Digital knowledge networks: linking communities of practice with innovation.
Small business (Technology application)
Technological innovations (Usage)
Braun, Patrice
Pub Date:
Name: Journal of Business Strategies Publisher: Center for Business and Economic Research Audience: Trade Format: Magazine/Journal Subject: Business; Business, general Copyright: COPYRIGHT 2002 Center for Business and Economic Research ISSN: 0887-2058
Date: Spring, 2002 Source Volume: 19 Source Issue: 1
Geographic Scope: Australia Geographic Code: 8AUST Australia

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With embedded knowledge flows and innovation linked to communities of practice as well as technology, Australian small and medium size enterprises (SMEs) have the potential to both collaborate and compete by taking advantage of knowledge platforms founded on digital technologies and new relationships. A conceptual model is introduced that maps access to knowledge flows against limitations such as size and lack of interaction. It is suggested that fostering a culture of connectivity and trust amongst SMEs to initiate knowledge exchange may offer a potential solution to the possible loss of competitive advantage for SMEs in the digital economy.


Today, with an economy enabled and driven by connectivity, a fundamental shift in business models is occurring whereby information, knowledge and relationships underpin competitive advantage. In order to compete in what some refer to as the New Economy, companies must use technology-mediated channels, create internal and external value, formulate technology convergent strategies, and organise resources around knowledge and relationships (Rayport & Jaworski 2001). The dominant strategic management literature also orbits resource-based theory, focusing on integrated architecture through improved knowledge management systems (Alavi & Leidner 2001; Kay 2000; Maholtra 2000; Chisholm 1998; Davenport & Prusak 1998; Teece 1998; Brown & Duguid 1998; Stewart 1997; Nanoka & Takeuchi 1995).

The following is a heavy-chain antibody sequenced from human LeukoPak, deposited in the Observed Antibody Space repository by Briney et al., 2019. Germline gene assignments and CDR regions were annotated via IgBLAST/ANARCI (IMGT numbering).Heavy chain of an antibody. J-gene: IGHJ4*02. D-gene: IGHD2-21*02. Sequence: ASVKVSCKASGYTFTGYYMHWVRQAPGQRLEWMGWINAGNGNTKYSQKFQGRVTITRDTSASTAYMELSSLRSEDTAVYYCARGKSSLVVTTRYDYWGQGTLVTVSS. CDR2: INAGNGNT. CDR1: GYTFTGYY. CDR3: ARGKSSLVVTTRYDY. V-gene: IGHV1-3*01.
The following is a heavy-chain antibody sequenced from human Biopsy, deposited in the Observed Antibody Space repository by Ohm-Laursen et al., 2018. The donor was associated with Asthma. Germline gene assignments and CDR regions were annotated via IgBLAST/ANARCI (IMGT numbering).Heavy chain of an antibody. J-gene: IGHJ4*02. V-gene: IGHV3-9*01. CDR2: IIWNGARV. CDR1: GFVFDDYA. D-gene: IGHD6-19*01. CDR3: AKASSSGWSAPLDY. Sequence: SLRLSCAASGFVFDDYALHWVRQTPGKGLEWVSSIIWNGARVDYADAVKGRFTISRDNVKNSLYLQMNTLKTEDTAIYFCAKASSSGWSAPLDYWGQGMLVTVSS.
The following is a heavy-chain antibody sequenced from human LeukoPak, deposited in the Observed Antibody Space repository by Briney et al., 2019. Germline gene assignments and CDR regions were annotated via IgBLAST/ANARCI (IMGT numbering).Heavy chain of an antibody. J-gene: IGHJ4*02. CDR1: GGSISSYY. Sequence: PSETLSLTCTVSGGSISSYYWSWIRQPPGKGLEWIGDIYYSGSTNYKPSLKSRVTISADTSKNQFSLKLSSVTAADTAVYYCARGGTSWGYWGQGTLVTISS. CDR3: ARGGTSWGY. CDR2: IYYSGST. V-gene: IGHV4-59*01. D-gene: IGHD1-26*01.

The rise of information technology (IT) and electronic information networks has led firms of all sizes to implement more technology driven solutions for improved productivity and information flow. Malhotra (2000) identifies three general information management (IM) developments that have revolutionized company information processes over the last forty years. The first phase, the automation phase, increased company efficiency of operations. The second phase, the rationalization phase, streamlined those procedures by eliminating bottlenecks made apparent by the automation. The third phase, the business reengineering phase, radically redesigned information management processes through technology-intensive implementation of procedures in workflows and work processes (Malhotra 2000). Now we have reached a fourth phase, the knowledge management (KM) phase that, if possible, is even closer associated with technology than business process reengineering. Whereas technology may play an enabling part in KM activities, the notion that it is seamlessly entwined with technology or that its success depends on it is, however, misguided (Hildebrand 1999: online).

Information Management vs. Knowledge Management